In the U.S. we largely view weight as an issue of appearance. Either you are in magazine cover shape or you aren’t. But the concerns about weight are more significant than whether you look good in a swimsuit.
We already know that excess body weight can increase risks for diabetes, hypertension, and other chronic diseases. Now, according to a recent report from the CDC,the news gets worse.
The October 2017 report explains that being overweight or obese is associated with 13 kinds of cancer, and most of these types of cancers have increased in incidence since 2005. The incidence of these cancers is greatest in individuals aged 50 to 74. But one in three cases occurs in younger or older age groups—this is a concern for all of us. The chart below from the CDC show which cancers are encouraged by increased weight.
But what exactly does it mean to be overweight or obese? There is good news on that – a weight that is considered healthy isn’t necessarily the weight that would get you on the cover of a fitness magazine. We aren’t talking about washboard abs here, but if you’ve increased your pants size a few times over the years, it’s probably worth looking into the effect your weight may have on your health.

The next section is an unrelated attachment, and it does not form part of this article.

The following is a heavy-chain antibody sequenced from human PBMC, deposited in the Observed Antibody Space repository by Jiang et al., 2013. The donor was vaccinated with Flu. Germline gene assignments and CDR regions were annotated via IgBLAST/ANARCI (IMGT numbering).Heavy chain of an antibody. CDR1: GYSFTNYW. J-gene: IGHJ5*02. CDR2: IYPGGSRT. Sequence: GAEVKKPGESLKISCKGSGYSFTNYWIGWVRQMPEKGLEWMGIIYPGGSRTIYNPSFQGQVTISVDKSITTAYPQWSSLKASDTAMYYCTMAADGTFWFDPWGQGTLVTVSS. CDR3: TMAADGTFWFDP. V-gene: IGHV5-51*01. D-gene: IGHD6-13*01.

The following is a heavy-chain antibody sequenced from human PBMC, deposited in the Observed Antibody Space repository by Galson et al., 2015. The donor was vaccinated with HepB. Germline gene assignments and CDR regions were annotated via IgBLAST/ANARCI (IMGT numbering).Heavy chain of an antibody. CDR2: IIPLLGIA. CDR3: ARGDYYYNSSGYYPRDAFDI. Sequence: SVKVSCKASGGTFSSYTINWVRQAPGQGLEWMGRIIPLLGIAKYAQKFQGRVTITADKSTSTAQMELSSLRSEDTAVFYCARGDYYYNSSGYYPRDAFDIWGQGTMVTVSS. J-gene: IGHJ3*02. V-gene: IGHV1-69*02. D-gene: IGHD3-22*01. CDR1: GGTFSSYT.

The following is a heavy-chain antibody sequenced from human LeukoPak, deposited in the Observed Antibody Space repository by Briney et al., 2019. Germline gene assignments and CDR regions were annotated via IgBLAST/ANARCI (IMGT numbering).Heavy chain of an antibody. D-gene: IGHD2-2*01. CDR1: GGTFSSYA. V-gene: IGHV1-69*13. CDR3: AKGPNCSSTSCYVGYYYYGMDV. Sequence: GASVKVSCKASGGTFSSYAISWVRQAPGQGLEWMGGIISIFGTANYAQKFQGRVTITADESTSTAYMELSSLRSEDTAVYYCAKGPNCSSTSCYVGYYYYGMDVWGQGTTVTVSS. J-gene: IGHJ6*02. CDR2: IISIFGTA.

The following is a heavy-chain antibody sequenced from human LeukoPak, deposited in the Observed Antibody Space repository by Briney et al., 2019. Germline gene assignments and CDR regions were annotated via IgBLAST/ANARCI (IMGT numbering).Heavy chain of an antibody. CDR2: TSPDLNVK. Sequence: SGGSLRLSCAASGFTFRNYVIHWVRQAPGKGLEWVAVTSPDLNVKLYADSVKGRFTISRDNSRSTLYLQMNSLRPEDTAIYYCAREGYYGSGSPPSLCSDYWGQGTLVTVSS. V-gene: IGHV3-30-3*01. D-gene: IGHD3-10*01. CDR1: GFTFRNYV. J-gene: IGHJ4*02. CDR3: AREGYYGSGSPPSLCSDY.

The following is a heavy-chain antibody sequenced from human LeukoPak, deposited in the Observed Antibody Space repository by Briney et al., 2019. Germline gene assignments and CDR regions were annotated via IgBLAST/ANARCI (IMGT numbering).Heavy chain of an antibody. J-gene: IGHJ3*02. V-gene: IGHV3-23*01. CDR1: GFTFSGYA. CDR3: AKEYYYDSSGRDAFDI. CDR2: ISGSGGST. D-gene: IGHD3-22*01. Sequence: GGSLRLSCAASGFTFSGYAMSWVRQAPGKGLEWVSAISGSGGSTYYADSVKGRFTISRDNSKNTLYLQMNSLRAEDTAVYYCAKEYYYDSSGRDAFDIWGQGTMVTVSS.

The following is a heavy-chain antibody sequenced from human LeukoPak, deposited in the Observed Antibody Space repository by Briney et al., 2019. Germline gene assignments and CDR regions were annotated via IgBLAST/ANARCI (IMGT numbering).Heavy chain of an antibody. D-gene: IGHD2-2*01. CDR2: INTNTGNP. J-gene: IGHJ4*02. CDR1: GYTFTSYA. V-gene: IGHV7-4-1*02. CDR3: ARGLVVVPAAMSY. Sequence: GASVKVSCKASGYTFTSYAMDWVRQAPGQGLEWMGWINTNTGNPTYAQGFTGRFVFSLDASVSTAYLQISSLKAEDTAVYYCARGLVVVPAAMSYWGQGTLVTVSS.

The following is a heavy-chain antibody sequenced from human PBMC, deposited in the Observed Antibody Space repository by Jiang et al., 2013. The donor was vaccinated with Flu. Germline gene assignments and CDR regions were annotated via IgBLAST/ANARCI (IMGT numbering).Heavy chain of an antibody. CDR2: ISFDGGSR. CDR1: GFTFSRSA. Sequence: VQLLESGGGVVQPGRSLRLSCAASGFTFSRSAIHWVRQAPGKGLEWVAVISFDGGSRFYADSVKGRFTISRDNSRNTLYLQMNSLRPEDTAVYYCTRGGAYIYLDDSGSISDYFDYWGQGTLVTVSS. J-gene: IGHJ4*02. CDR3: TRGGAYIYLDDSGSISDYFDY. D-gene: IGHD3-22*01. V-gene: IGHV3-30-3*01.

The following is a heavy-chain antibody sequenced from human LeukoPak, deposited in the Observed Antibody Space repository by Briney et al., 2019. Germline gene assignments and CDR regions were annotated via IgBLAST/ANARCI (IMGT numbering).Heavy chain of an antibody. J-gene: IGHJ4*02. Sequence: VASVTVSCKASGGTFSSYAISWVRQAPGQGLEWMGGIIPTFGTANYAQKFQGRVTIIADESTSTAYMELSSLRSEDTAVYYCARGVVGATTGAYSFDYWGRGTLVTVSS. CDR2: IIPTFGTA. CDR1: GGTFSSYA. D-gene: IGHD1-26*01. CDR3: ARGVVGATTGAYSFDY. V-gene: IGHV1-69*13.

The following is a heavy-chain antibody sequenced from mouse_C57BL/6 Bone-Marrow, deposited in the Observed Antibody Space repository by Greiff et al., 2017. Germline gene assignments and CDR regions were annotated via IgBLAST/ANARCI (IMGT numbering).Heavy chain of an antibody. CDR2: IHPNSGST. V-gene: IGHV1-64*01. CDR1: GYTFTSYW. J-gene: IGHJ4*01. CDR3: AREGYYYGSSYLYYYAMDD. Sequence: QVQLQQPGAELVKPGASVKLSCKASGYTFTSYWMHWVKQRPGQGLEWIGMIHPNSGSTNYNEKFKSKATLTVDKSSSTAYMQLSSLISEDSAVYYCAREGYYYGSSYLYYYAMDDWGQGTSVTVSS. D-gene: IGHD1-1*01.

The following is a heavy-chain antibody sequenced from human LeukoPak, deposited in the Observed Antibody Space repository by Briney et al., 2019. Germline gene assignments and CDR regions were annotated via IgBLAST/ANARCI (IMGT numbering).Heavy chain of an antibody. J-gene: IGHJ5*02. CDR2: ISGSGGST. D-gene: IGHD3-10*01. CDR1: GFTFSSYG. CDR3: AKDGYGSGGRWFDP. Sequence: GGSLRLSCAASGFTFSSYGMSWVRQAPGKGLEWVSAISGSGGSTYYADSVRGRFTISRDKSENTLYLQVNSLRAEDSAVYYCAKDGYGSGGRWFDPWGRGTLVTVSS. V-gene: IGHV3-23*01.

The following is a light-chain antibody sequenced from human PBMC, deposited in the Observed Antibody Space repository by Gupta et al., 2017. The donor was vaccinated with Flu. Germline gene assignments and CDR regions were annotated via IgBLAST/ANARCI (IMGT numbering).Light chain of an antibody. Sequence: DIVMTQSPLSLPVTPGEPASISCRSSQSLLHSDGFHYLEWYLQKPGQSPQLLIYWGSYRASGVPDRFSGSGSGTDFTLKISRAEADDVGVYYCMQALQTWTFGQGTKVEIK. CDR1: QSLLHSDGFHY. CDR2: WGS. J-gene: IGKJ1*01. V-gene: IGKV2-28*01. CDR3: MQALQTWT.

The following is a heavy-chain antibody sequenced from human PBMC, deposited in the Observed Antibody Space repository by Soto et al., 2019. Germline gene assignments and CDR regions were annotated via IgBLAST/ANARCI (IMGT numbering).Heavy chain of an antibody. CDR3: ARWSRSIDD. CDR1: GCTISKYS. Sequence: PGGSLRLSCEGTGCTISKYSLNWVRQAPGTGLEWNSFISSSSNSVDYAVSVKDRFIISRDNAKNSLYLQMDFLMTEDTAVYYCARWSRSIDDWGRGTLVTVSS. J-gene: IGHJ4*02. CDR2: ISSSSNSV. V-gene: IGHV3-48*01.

For assessing weight, most physicians use Body Mass Index, or BMI, as a starting point in advising patients about their weight. It isn’t a perfect tool, but for most of the population it is a good indicator of weight concerns.
Those with a BMI of 25 to 29.9 are considered overweight, and those with a BMI of 30 or more are considered obese. You can use this BMI calculator from the National Institutes of Health to find out where you land. You want to shoot for the healthy range of 18.5 to 24.9.
Steps for Losing Weight
If you need to lose a few pounds, these simple changes can help you get into a healthy range:
- Eat real food: Cut out the junk food, and make an effort to shop the perimeter of the grocery store for healthy produce, meats and dairy. The center aisles are filled with processed, packaged foods which, more often than not, are unhealthy and will contribute to your weight concerns.
- Move: It’s not necessary to compete in the Crossfit Games here. Just 30 minutes each day of moderate activity will go a long way toward helping you achieve and maintain a healthy weight. Add some lunges and squats to build your large muscles – those big muscles in your legs and rear burn a lot of calories.
- Get plenty of sleep: We know that poor sleep habits contribute to weight gain. Establish good sleep hygiene to assist your weight loss efforts.
If you have a more significant amount of weight to lose, or you suffer from other health problems, consult with your doctor about the best way to approach weight loss. He or she can offer the best advice in the context of your personal circumstances, and they can be your best partner and cheerleader in weight loss.
Have questions about how you can get to a healthy weight? Contact us to schedule an appointment in Greenville or one of our Hunt County clinics.